Fri, Oct 27, 2017 - Page 8 News List

A transit that is more like a visit

By Shirley Kan

This weekend, the US is to welcome President Tsai Ing-wen (蔡英文) during her “transit” in Honolulu. She is to stop in Hawaii’s capital on her way to visit the Marshall Islands, Tuvalu and the Solomon Islands, nations in the South Pacific that maintain diplomatic ties with the Republic of China (ROC).

Tsai’s transit/visit in Honolulu benefits from three trends.

First, this stopover by the nation’s president is part of an evolution of visit-like “transits,” involving significant security and other advance preparations, as well as public activities and overnight stays.

Since 1994, the US response to requests from the nation’s presidents to come to the US has evolved from initially denying former president Lee Teng-hui’s (李登輝) entry, to allowing restricted transits for former president Chen Shui-bian (陳水扁), to relaxing restrictions in favor of visit-like “transits” for the safety, comfort, convenience and dignity of former president Ma Ying-jeou (馬英九) and Tsai.

In 1994, the US allowed Lee to make a refueling stop and rest only in Honolulu’s airport. Then, US Congress passed House Concurrent Resolution 53 to support Lee’s visit in 1995 to Cornell University, his alma mater.

Since then, there has been a need to correct the misperception — part of China’s political warfare — that Lee “provoked” the People’s Liberation Army (PLA) to “respond” to a “surprise visit” with military exercises and missile launches in the Taiwan Strait Crisis of 1995 to 1996.

The People’s Republic of China’s (PRC) military threat to Taiwan has been growing since the early 1990s, not just because of Lee’s visit.

PRC rulers had by 1993 already decided on a new Main Strategic Direction that built military capabilities to target Taiwan. In 1994, the PLA conducted a command post exercise that used the scenario of an invasion of Taiwan.

Second, since Lee’s experiences from 1994 to 1995, the US Congress has permitted Chen, Ma and Tsai to come for numerous “transits” in various cities, meeting with members of Congress and other Americans for direct engagements.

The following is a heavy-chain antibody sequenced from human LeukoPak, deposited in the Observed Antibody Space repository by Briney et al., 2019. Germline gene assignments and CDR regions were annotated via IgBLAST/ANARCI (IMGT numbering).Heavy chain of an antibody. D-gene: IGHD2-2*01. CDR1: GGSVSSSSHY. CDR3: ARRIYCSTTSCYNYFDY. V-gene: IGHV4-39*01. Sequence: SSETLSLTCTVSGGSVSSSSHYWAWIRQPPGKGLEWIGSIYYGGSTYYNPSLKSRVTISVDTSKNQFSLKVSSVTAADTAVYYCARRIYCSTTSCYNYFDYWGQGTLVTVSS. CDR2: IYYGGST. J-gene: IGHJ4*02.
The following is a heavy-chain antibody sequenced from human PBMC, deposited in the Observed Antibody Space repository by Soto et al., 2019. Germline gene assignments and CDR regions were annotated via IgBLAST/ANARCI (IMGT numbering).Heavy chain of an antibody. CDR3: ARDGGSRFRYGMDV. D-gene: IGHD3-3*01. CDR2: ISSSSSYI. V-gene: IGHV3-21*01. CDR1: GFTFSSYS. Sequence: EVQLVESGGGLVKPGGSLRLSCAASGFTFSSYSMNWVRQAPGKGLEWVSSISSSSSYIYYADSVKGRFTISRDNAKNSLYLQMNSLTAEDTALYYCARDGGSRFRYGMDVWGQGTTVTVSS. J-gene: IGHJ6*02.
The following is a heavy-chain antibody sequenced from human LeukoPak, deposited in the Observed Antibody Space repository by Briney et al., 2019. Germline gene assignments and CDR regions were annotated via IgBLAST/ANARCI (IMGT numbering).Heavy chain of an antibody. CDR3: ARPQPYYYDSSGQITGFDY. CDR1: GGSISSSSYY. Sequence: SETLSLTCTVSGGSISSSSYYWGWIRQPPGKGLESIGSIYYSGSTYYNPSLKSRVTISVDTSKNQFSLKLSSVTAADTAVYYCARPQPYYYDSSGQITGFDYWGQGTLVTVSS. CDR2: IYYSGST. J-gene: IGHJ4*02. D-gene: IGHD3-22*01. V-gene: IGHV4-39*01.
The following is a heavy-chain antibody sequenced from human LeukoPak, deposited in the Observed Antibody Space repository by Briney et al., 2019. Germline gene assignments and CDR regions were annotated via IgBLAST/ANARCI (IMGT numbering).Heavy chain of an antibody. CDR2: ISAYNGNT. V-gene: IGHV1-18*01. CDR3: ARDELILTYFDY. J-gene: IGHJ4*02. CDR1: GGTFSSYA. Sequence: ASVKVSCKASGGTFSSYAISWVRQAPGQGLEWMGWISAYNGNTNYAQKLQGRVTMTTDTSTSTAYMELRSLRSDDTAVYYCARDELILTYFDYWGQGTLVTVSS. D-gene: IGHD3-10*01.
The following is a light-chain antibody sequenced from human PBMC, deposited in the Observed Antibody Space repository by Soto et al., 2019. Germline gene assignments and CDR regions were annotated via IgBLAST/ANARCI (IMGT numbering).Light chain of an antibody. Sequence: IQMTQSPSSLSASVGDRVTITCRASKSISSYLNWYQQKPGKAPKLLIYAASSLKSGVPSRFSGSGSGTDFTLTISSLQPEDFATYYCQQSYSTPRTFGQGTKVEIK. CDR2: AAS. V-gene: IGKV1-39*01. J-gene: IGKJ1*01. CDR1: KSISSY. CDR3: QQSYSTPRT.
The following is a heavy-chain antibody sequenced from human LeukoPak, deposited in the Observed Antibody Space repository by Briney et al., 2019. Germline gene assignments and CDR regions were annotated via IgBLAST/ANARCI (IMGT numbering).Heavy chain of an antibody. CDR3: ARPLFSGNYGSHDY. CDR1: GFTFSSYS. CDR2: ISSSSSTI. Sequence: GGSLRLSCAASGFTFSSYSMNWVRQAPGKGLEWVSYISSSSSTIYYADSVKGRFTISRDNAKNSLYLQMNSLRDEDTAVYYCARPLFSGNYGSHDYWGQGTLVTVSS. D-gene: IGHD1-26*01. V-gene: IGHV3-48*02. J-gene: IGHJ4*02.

In July, senators Cory Gardner and Tom Cotton introduced the Taiwan security act that included support for senior defense and diplomatic visits between the US and Taiwan.

The US House of Representatives Committee on Foreign Affairs on Oct. 12 approved the Taiwan travel act, introduced to encourage visits between officials from the US and Taiwan at all levels.

Third, under Tsai, the Democratic Progressive Party leadership has evolved to stress the “status quo” and stability, while facing the difficult situation of continued PRC threats.

In her Double Ten National Day address, Tsai said that “since May 20 last year, we have exerted maximum goodwill in order to safeguard the peaceful and stable development of cross-strait relations.”

In addition to Tsai benefiting from the trend toward visit-like transits, Honolulu is the most appropriate transit place from the historical perspective of Taiwan’s engagement with the US and Polynesia.

Tsai is to visit an important site that serves as a connection to ROC founding father Sun Yat-sen (孫逸仙), whose portrait is prominently displayed in government offices, including in the formal room of the Presidential Office where Tsai receives foreign visitors.

During his formative years of academics and activism, Sun traveled from China to study in Honolulu, including at Iolani and Punahou schools. The Punahou school is former US president Barack Obama’s alma mater.

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